TRIPLE WHAMMY FOR UGANDA BUT OPTIMISM PREVAILS
(Posted 12th April 2020)
Lake Victoria has always been seen as a major asset for Uganda’ tourism industry but also for fishing – and subsequent exports of much in demand lake fish fillets – and to serve as a water source for irrigation and watering livestock.
Few would have imagined that the lake could turn into an existential threat to hotel investments, which – entirely legally I hasten to add – had been constructed along the lake shores between Entebbe, Kampala and Jinja but also on several islands belonging to the Ssese islands group.
Not that, apart from the substantial damage of course the owners are suffering, it does matter these days, because hotels, resorts and safari lodges and camps are empty of tourists and empty of locals too, given that foreign visitors were prohibited from entry weeks ago already and the country is now at the end of week three of a five week lockdown.
The net effect of #COVID19 on one of Uganda’s key economic sectors, tourism, has been massive and while at the very early stages played down by ‘industry leaders’ has the recognition set it that the disease outbreak has effectively wiped out tourism in Uganda – as it has in many other African countries depending on it like Kenya, Tanzania, Rwanda, Zimbabwe, Botswana, Zambia, South Africa and Namibia to name but a few of the tourism giants on the continent.
In fact did one hotel some weeks ago threaten legal action should ATCNews report that the place was empty and in the process of laying off staff and closing down, effectively excluding it when the industry gets back into gear in a few weeks or months and then needing positive PR and increased visibility.
But these maladies are but two of at least four challenges, the country is facing at present.
With the locust hatching season going underway, triggered by the present heavy rains across the region, will new swarms soon mature and begin their relentless march – or rather flight – onward to parts of East Africa which have been spared by the initial wave. It is projected by experts that Uganda, Eastern Congo, South Sudan, Kenya and even Tanzania could be the locust swarms next targets, causing an existential threat to subsistence farmers but also to commercial farms, as there is not a leaf of green left once the locusts have migrated through an area.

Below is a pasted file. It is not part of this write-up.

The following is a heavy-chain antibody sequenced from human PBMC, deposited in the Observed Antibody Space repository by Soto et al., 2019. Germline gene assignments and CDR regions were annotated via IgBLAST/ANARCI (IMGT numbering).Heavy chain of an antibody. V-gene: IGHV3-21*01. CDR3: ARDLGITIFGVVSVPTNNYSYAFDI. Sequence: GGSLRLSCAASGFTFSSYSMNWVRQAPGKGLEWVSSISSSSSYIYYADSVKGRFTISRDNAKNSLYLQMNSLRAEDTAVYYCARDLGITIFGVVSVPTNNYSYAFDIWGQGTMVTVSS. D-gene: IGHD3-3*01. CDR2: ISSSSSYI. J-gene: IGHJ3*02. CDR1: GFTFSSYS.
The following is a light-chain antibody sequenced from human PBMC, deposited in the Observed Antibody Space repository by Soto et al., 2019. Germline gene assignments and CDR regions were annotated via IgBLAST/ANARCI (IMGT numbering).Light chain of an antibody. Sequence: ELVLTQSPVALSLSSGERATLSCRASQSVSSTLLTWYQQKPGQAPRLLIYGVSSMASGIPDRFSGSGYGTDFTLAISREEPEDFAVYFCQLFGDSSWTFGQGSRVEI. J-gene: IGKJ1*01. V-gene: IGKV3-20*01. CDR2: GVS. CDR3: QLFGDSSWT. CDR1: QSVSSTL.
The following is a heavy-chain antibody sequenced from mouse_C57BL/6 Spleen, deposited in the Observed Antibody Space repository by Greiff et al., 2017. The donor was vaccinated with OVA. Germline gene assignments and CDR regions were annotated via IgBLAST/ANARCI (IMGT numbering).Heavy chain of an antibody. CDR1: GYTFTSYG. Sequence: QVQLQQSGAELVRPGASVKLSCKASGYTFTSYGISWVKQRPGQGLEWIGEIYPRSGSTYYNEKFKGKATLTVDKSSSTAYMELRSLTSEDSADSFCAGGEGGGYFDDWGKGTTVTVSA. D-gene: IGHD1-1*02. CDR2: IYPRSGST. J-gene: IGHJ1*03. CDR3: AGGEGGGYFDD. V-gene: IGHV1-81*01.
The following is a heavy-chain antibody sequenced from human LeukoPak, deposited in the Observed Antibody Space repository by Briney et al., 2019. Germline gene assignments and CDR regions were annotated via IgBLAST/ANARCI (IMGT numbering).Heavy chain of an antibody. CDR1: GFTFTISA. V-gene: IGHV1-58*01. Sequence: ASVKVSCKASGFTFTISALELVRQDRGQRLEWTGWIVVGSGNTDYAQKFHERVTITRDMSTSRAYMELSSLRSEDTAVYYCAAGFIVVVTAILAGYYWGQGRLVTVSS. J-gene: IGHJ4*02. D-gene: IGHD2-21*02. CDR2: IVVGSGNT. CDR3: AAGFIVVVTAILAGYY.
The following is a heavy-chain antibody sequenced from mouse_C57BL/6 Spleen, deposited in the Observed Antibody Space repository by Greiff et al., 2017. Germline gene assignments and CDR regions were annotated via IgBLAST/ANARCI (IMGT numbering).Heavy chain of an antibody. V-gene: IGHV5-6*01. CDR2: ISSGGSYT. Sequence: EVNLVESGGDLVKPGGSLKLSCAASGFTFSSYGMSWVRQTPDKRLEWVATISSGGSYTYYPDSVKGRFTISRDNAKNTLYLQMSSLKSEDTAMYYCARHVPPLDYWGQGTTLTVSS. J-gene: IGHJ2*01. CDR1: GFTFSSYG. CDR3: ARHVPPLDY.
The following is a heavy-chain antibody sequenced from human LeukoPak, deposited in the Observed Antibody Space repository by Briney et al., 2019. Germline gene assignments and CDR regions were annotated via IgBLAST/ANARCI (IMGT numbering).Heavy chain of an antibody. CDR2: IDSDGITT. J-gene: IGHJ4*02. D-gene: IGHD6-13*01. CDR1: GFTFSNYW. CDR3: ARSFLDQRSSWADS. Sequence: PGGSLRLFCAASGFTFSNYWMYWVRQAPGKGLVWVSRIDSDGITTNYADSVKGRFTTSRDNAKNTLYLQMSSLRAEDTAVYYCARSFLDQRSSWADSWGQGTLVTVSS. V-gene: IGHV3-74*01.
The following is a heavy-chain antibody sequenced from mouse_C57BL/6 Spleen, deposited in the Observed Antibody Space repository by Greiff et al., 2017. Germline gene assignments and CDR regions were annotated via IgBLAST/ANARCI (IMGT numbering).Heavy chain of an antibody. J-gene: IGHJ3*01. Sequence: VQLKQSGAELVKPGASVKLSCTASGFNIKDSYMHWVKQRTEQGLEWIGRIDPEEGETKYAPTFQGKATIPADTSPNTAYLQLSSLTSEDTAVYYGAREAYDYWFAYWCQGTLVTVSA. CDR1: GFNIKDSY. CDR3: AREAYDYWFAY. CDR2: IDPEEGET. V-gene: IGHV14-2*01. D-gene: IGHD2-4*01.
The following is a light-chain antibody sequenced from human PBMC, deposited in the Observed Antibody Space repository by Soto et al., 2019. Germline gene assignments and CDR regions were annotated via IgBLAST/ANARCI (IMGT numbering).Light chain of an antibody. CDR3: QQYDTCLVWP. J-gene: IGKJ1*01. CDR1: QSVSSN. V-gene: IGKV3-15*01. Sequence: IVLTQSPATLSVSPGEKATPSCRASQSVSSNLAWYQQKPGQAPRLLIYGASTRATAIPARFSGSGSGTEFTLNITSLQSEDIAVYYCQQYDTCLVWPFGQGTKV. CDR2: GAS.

And now, with global oil prices dropping bottomless, are South Sudan, Kenya and Uganda staring at the abyss for their oil projects as minimum prices for viable production and to finance the fledgling production and export infrastructure, require a barrel price of in excess of 60 US Dollars, and the higher the better. Other oil producing countries like Angola and Nigeria are seeing their incomes dwindle to a fraction of past years, and gas producers too – the gas price is linked to the crude oil prices – are taking an added economic hit, as if the shutdowns in various degrees were not enough to cripple their industrial output and subsequent government revenues.
That all said are leading hoteliers in Uganda confident that once the lockdown ends – of course to be confirmed at the time – on the 05th of May, that business will resume in some format.
Some Ugandan travel agents and tour operators have started to shift their marketing efforts to the local market, knowing it might be months before international visitors are returning to the country, and given that the domestic travel percentage in Kenya is way over 50 percent – or was before the COVID19 outbreak – is this the way to go. Hotels, resorts and lodges however need to examine their pricing, shift from their favourite US Dollar denomination to local currency and drop their pants – tariff wise – to make a stay for average Ugandans affordable. Kenya, when domestic tourism started in earnest, began lowering their rates for locals progressively to as low as break even point, with discounting factors reaching up to 60 and even more percent from published rates. Unless that happens in Uganda too, will no amount of marketing succeed, especially as many Ugandans saw their financial nest eggs wiped out by 5 weeks of shutdown and lack of income.
On the continental scene are opinion leaders like Ikechi Uko – organizer of the AKWAABA Lagos and Accra Weizo tourism trade shows – and publisher of ATQ News confident that in the present calamity is also an opportunity for Africa’s travel trade. Intra African travel must now be supported and facilitated like never before, with the rapid and complete removal of Visa hurdles and other non tariff barriers, to encourage Africans to travel across the continent instead of the hotbeds of COVID19 in Europe or the Middle East, leave alone the Far East.
Africa must formulate a common policy and strategy towards that end, through first and foremost the African Union and then through regional bodies like the EAC, SADC, COMESA and ECOWAS.
Once it is safe to travel again, first of course within Africa, this must be the focus of marketing campaigns. If they are successful will the over reliance on visitors from overseas no longer be so dominant that a market earthquake like seen right now would wipe out the economic foundation of Africa’s tourism countries as local travel can and will form the backbone of the respective local tourism sectors.